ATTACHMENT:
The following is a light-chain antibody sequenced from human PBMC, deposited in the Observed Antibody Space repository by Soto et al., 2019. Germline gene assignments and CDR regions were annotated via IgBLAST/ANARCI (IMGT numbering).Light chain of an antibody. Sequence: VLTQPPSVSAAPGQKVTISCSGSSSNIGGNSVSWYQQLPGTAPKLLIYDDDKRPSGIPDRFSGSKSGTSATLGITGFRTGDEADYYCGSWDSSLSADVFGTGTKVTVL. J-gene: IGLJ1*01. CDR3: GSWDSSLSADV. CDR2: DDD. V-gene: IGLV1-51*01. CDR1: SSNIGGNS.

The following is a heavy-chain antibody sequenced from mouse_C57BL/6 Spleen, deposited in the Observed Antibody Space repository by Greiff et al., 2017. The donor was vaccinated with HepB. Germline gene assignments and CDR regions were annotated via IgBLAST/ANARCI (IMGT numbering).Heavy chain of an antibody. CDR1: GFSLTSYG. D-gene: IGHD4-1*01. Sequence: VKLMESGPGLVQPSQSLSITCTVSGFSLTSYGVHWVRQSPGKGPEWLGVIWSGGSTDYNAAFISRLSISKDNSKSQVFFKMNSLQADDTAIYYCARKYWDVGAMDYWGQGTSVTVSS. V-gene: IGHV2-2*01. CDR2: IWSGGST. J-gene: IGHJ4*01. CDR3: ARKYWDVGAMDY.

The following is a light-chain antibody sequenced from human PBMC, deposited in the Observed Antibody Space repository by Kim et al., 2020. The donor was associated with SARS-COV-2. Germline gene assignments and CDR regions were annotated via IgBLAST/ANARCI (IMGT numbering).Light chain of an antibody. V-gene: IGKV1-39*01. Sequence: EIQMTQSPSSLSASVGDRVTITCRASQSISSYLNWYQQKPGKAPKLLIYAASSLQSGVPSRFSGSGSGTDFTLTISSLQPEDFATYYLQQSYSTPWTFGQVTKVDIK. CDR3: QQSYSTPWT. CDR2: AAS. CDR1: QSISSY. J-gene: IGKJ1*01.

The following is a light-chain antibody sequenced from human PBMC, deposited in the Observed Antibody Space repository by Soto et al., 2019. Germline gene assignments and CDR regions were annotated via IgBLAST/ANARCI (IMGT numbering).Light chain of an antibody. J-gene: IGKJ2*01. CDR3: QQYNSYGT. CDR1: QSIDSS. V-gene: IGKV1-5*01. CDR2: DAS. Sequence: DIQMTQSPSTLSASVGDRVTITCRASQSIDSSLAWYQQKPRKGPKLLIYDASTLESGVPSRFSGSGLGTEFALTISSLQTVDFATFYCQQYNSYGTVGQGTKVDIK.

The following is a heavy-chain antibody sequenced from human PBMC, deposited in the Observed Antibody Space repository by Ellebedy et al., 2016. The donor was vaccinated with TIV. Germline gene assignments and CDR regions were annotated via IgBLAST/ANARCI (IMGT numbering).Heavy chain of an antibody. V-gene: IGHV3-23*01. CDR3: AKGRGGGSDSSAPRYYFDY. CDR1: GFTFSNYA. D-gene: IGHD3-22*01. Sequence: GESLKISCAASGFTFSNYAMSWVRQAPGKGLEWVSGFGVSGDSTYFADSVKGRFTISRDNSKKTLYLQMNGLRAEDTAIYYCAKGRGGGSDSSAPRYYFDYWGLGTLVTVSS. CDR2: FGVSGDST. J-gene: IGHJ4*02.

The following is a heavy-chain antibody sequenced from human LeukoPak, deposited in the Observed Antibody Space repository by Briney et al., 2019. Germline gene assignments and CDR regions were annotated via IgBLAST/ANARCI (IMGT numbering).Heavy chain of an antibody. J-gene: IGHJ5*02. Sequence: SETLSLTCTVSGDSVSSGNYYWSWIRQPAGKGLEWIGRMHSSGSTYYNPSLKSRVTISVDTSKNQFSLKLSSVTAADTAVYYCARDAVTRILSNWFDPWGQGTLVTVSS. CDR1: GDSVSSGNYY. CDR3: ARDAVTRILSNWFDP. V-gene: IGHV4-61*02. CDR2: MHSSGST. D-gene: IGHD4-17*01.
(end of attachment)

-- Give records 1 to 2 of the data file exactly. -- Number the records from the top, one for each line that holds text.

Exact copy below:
The following is a light-chain antibody sequenced from human PBMC, deposited in the Observed Antibody Space repository by Soto et al., 2019. Germline gene assignments and CDR regions were annotated via IgBLAST/ANARCI (IMGT numbering).Light chain of an antibody. Sequence: VLTQPPSVSAAPGQKVTISCSGSSSNIGGNSVSWYQQLPGTAPKLLIYDDDKRPSGIPDRFSGSKSGTSATLGITGFRTGDEADYYCGSWDSSLSADVFGTGTKVTVL. J-gene: IGLJ1*01. CDR3: GSWDSSLSADV. CDR2: DDD. V-gene: IGLV1-51*01. CDR1: SSNIGGNS.

The following is a heavy-chain antibody sequenced from mouse_C57BL/6 Spleen, deposited in the Observed Antibody Space repository by Greiff et al., 2017. The donor was vaccinated with HepB. Germline gene assignments and CDR regions were annotated via IgBLAST/ANARCI (IMGT numbering).Heavy chain of an antibody. CDR1: GFSLTSYG. D-gene: IGHD4-1*01. Sequence: VKLMESGPGLVQPSQSLSITCTVSGFSLTSYGVHWVRQSPGKGPEWLGVIWSGGSTDYNAAFISRLSISKDNSKSQVFFKMNSLQADDTAIYYCARKYWDVGAMDYWGQGTSVTVSS. V-gene: IGHV2-2*01. CDR2: IWSGGST. J-gene: IGHJ4*01. CDR3: ARKYWDVGAMDY.